How to Claim Convention Expenses

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Convention Expenses

Many authors are confused by this category. According to the CRA, you can attend (and list expenses for) two conventions a year. But what if you attend three, or four? Which to use?

Depending on your involvement, you may be able to claim expenses from all the conventions you attend. The difference is simple: Are you there to learn (i.e. you attend panels, talk to friends and have a good time) or are you presenting on panels, selling books in the dealer’s room, meeting with your publisher or agent? The second turns your attendance into an extension of your business. You are there to make money.

As usual, keep all of your receipts!!


Travel. Either airline fare or by vehicle are the most common. If you carpool, only one person can claim or split the gas costs if you’re travelling a long distance. For in-town events, add the kilometres to your logbook. If you fly, include the fees, luggage cost, method of getting to (and from) the airports to the venue, parking and so on.  The hotel room costs also go here.

Meals. During your travel, plus eating at the convention itself. This would include the banquet if you attended it. The downside is that only 50% of these costs actually count as an expense. If you are hosting a party, a book launch or other ‘event’ there, then the entire amount is deductible.

The cost of attending (the gate fee, ticket, and so on). If there are extra charges for workshops or special events within the main convention, these will count. Anything you put on a ‘freebie’ table or hand out such as business cards, bookmarks and so on will be covered as office expenses or advertising.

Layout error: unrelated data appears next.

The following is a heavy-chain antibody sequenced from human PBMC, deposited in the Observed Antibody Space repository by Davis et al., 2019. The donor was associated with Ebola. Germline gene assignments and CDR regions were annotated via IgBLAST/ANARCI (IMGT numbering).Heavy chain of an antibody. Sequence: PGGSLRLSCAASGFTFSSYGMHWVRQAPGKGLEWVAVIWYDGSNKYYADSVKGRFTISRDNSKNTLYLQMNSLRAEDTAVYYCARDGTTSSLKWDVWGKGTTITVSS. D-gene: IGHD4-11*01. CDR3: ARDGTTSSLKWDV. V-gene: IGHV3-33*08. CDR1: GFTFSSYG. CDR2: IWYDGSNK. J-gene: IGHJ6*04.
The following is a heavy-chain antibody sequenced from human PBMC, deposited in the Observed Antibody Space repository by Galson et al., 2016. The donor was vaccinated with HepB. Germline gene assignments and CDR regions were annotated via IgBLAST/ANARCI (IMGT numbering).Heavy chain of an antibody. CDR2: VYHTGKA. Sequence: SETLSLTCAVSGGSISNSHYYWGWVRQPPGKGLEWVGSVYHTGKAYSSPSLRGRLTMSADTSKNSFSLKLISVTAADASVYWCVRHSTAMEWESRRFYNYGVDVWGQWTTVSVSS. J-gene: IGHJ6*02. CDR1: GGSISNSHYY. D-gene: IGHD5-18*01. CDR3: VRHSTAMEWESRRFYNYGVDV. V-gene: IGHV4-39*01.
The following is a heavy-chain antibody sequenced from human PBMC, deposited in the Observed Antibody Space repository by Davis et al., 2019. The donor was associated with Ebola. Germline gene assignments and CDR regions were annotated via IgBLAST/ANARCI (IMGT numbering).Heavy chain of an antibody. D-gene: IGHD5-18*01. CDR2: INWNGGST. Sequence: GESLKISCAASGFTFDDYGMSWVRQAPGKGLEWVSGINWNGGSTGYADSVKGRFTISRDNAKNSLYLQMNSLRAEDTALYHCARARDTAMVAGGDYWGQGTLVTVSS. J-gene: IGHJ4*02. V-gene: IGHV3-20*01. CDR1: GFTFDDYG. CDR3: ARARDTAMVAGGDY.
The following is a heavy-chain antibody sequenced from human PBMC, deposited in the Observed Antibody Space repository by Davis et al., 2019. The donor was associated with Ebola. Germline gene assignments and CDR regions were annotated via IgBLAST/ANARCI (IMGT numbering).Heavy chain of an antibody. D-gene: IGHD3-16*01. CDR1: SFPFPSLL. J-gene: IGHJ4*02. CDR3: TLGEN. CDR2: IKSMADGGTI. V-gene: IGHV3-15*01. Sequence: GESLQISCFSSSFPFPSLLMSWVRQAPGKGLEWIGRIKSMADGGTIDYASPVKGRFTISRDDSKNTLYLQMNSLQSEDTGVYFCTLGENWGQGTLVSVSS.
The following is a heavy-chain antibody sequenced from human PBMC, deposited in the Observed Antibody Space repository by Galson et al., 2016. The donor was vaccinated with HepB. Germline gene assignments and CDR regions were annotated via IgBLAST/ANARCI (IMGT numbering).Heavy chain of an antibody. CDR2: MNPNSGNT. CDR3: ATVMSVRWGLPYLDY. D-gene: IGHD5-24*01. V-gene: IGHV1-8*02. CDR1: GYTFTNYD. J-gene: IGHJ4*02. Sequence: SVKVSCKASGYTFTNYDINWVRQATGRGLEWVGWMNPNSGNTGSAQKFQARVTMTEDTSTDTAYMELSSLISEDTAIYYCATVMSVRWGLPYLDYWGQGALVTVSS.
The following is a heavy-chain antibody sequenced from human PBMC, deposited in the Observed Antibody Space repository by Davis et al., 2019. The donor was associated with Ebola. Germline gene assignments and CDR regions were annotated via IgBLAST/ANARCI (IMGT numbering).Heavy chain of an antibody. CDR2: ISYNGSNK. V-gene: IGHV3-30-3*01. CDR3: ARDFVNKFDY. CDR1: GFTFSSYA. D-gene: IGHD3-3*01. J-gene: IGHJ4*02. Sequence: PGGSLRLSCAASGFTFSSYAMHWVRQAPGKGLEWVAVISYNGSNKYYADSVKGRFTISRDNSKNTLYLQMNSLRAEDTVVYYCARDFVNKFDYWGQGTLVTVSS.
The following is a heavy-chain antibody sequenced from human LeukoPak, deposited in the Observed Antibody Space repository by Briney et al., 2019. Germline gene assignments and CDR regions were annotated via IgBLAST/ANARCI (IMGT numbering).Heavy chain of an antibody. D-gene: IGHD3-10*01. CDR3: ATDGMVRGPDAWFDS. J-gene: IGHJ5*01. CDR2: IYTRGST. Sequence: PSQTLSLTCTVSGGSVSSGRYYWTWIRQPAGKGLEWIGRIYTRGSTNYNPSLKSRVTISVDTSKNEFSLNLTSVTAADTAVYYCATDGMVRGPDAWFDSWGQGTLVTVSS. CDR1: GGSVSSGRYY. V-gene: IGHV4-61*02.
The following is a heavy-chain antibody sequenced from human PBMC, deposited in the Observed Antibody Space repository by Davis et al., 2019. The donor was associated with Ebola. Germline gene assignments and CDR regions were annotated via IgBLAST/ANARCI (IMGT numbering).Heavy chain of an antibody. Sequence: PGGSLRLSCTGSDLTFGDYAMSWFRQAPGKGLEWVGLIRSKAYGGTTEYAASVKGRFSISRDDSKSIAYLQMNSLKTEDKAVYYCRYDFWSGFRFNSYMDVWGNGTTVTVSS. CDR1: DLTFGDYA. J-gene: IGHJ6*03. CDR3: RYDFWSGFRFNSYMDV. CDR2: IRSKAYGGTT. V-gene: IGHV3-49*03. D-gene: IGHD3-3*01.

If you are selling books on a merchant table, that is a good expense. I tend to put that under rent- since you have rented the space for the duration. Anything you have to make your table more attractive, or to hold your books, can be held in a CCA account (to depreciate over time) or directly applied to expenses (candy to attract potential customers is ‘party’ meals so deducted at 100%). The price of the books for sale is determined by you. You can discount the cover price or offer deals: Buy the three books in the series for less, for example. Just keep track of what sold for what price. Your profit on self-sold books is higher, so you may wish to encourage more new readers this way. List sales in your spreadsheet. Use a Square and your phone to take credit cards.

Vacation or Convention?

Many people wonder if taking a vacation in addition to attending the convention will change these calculations. If the extra time is truly a vacation, then the ratio of work days to vacation days will apply to the travel section. The extra days in the hotel and any food do not count. If you are spending extra time in an area to do research or to promote your books at local bookstores, then that time is business related and is deductible. If family members come with you to a convention, their portion of the expenses are not deductible unless they are your support staff or are writers as well. By support staff, I mean they take pictures of you at various panels, your event, as gofers, help at your merchant table or provide aid for those who require it.

As always, consult a professional tax preparer if you have questions.

Sandra Fitzpatrick
Fitzpatrick Financial Services
(personal, business taxes, insurance and investment broker)

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